Blessed are you when people hate you, and when they exclude you, revile you, and defame you on account of the Son of Man. Rejoice in that day and leap for joy,
for surely your reward is great in heaven.
Let mutual love continue. Do not neglect to show hospitality to strangers, for by doing that some have entertained angels without knowing it. Remember those who are in prison, as though you were in prison with them; those who are being tortured, as though you yourselves were being tortured. ~ Hebrews 13:1-3
When all the prisoners of the land
are crushed under foot,
when human rights are perverted
in the presence of the Most High,
when one’s case is subverted
—does the Lord not see it? ~ Lamentations 3:34-36
The ELCA is prompted to speak and to act because so many cries of suffering and despair emerge from the criminal justice system — from victims, the incarcerated, their families, communities, those wrongly convicted, they who work in the system — and have not been heard. ~ ELCA Social Statement on the Church and Criminal Justice
How we treat prisoners is an emotional issue. But there is much more to it than simply believing that someone who commits a crime needs to go to prison.
The statistics are staggering in this country. We have more incarcerated people per capita in the United States than in any other country in the world.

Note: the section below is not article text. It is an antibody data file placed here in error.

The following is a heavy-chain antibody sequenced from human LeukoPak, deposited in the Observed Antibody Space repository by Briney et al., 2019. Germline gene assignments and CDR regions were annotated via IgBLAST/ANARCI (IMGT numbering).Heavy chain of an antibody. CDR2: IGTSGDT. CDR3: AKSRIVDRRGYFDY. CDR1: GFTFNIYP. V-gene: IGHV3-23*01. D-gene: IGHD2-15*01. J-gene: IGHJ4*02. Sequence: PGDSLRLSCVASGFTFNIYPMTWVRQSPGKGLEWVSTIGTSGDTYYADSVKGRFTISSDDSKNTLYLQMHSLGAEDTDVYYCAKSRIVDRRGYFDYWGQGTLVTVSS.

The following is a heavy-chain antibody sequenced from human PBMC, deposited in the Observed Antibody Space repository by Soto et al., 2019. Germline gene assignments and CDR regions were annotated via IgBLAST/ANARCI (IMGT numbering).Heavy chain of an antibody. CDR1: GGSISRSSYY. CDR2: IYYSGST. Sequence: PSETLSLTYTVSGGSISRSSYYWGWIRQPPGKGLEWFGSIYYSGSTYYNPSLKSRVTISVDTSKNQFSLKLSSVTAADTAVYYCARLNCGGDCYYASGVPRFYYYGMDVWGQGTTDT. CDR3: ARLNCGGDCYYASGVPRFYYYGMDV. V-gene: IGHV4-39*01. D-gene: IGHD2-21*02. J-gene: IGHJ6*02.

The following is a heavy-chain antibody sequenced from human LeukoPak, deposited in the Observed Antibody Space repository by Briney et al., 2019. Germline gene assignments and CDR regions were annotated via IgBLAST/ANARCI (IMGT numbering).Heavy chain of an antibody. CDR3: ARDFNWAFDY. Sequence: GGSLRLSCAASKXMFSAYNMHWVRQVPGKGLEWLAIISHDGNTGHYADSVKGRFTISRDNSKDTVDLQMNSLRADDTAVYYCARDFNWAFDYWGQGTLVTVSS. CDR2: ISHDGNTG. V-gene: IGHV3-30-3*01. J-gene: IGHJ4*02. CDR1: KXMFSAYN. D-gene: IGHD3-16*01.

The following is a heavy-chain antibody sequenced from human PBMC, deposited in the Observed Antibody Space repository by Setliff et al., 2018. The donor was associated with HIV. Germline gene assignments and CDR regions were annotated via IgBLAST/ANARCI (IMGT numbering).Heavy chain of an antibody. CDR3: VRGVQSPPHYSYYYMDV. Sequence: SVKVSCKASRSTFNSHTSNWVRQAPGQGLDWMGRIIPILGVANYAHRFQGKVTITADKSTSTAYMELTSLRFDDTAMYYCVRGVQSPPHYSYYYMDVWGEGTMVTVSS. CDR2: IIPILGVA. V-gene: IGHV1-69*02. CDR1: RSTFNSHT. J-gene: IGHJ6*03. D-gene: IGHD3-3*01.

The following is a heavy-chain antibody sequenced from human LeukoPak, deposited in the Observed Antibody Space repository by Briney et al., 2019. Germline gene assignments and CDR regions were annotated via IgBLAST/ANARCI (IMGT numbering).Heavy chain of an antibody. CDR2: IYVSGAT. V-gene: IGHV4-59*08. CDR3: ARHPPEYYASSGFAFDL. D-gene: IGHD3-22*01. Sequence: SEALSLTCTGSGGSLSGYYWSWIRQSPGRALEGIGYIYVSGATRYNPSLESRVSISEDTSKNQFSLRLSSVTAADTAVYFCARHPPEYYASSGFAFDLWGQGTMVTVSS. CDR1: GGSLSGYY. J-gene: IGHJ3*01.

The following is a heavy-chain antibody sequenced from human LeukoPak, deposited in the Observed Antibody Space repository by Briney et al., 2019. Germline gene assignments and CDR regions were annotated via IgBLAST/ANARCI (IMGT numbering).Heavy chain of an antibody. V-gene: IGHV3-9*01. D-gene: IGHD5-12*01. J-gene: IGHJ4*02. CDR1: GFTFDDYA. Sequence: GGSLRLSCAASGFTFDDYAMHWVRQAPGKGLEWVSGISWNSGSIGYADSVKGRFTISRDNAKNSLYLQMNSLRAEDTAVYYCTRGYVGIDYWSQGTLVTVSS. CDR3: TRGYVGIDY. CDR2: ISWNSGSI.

Do we really have more criminals per capita than any country? And how much has all this incarceration done to deter crime?
There are more facts related to mass incarceration than a devotional blog can contain, so as I begin, I urge you to read about some of the staggering problems our criminal justice system has. You can find statistics here: https://www.sentencingproject.org/criminal-justice-facts/ and here: https://www.prisonpolicy.org/reports/pie2020.html . Of important note is how race and mass incarceration are unhappily entwined with each other.
For Jesus, facts were not the issue. In his time as now, people were imprisoned unjustly. And those who were imprisoned for a crime were mistreated just as they often are now.
The issue for Jesus was people. People mattered to him, no matter who they were or what they did. Enemies mattered. Sick people mattered. Women mattered. Immigrants mattered.
Jesus himself became a prisoner. So...as we heard earlier in a passage from Matthew, how we treat the prisoner is how we treat Jesus.
Questions for thought: Read through some of the statistics in the included links. Had you heard any of them before? Which ones surprise you the most?
Pray: Ask God to open the hearts and minds of those in the criminal justice system to work toward more equitable treatment of prisoners.